By Thanh Pham C’14, founder of fashion startup Jean & Isola
For many of us student entrepreneurs, graduation marks an exciting time—the finish line of academia and the beginning of a full-time career in entrepreneurship. Without the time limitations of academic commitments and physical limitations of university, postgraduate life offers the freedom to fully and freely invest our time.
That said, the months leading up to graduation were a great source of anxiety for me, as I imagine they are for many other graduating student entrepreneurs. My fear was that graduation marked the end of access to invaluable on-campus resources—losing the support system of faculty members and peers, networking opportunities, and university funding.
I’m happy to say the reality is quite different, and with some careful planning, students can maintain access to the majority of these campus resources. Below I summarize three of the most common challenges I foresee for the post-graduate student entrepreneur and explain how I hope to maneuver around them—and how you can, too:
Challenge 1: Staying Connected to Your Feedback Loop
Problem: During my time at Penn, I conducted focus groups with friends and faculty members to gain feedback on all stages of my product development, as well as my long-term strategy. As a student, it’s very easy to establish and maintain contact with fellow entrepreneurs and faculty members when you live on campus and can conveniently schedule in face-to-face meetings. After graduation, however, the loss of face-to-face interactions can threaten the feedback loop you once had for your business.
Solution: I approached this obstacle by discussing my plans to continue with Jean & Isola after graduation with my friends and Penn faculty members. My friends and I created “Feedback Circles,” where we agreed to check-in with each other on a monthly basis for feedback on short- and long-term strategy of our entrepreneurial ventures. Also, I’m going to continue to use my Penn email for as long as I can to remain on club listservs and Facebook groups, so that I can send out relevant blurbs when I launch an addition to my website or a new product.
Challenge 2: Accessing Resources and Student Talent
Problem: Resources such as the Wharton Venture Initiation Program, the Wharton Business Plan Competition, the Entrepreneurship Club, and unlimited speaker events on campus are all invaluable resources to student entrepreneurs, but by default they’re limited to actively enrolled students.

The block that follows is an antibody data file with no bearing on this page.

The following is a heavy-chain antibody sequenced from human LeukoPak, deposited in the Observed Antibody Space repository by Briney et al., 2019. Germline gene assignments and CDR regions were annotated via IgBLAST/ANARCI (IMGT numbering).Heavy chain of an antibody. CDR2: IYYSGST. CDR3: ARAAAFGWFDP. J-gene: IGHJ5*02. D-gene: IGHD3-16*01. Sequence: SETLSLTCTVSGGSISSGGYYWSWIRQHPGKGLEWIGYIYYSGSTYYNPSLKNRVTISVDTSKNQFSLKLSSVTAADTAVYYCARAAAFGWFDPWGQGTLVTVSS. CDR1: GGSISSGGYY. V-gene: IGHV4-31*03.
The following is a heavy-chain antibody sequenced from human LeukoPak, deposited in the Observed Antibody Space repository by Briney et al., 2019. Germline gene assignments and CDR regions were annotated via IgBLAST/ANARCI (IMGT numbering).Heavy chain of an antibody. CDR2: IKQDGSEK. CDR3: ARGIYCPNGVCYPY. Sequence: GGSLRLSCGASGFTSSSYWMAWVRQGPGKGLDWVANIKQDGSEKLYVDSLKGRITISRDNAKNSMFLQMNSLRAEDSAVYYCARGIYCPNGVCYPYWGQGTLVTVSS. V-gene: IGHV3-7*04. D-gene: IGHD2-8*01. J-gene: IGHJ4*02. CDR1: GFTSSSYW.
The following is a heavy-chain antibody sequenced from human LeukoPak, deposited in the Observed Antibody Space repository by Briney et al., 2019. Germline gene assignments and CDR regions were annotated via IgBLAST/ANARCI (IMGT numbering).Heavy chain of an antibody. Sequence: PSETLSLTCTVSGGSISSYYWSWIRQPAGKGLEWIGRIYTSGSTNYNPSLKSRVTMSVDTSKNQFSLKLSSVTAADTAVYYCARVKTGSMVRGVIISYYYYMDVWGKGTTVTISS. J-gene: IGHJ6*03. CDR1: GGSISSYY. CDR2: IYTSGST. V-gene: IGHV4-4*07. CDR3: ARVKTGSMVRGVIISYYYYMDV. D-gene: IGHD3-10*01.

Solution: While there’s really no way around set rules requiring enrollment, student entrepreneurs can seek similar types of resources and funding through business competitions, incubator programs and shared working spaces, which have become progressively more popular among tech start-ups.
One of the most invaluable resources Penn has to offer are the student talent and the diversity of skill sets found across the four undergraduate schools at Penn. If you foresee your team expanding in the near future, developing a relationship with Penn Career Services and club leaders will allow you to continue accessing student talent through their resources. Clubs also frequently invite alumni to speak on campus, which would give you the chance to recruit future interns.
Challenge 3: Absorbing Creative Energy
Problem: Penn offers a strong community of entrepreneurs and thought leaders in entrepreneurship, opportunities to network and learn at speaker events, and friendly competition through the Wharton Business Plan Competition, which all combined creates an environment that encourages innovation and knowledge sharing. Finding the same environment outside of Penn can be difficult initially, especially if you plan to work at home in the first few months after graduation.
Solution: Apply to incubator programs in your related industry or paying to use a creative sharing space can prevent work stagnation and burnout that often occurs when working at home. Organizing weekly group meetings with local entrepreneurs by tapping into your local Penn alumni network can also provide you with a support system outside of campus.
I am confident any student entrepreneur graduating from Penn can overcome these three common challenges of post-grad entrepreneurship. Congratulations to the Class of 2014 and I wish you all the best in your entrepreneurial pursuits.
Bio: Thanh Pham (C’14) is the Founder and Creative Director of Jean & Isola LLC, a women’s luggage and travel accessories brand set to launch in Fall 2014. As a Penn undergraduate and member of the Wharton Entrepreneurship Club, she blogged on her personal website (pthanh.com) about her experience establishing a fashion company. Now a full-time entrepreneur, she continues to research and write about her business in an effort to encourage students to pursue their entrepreneurial aspirations while in college.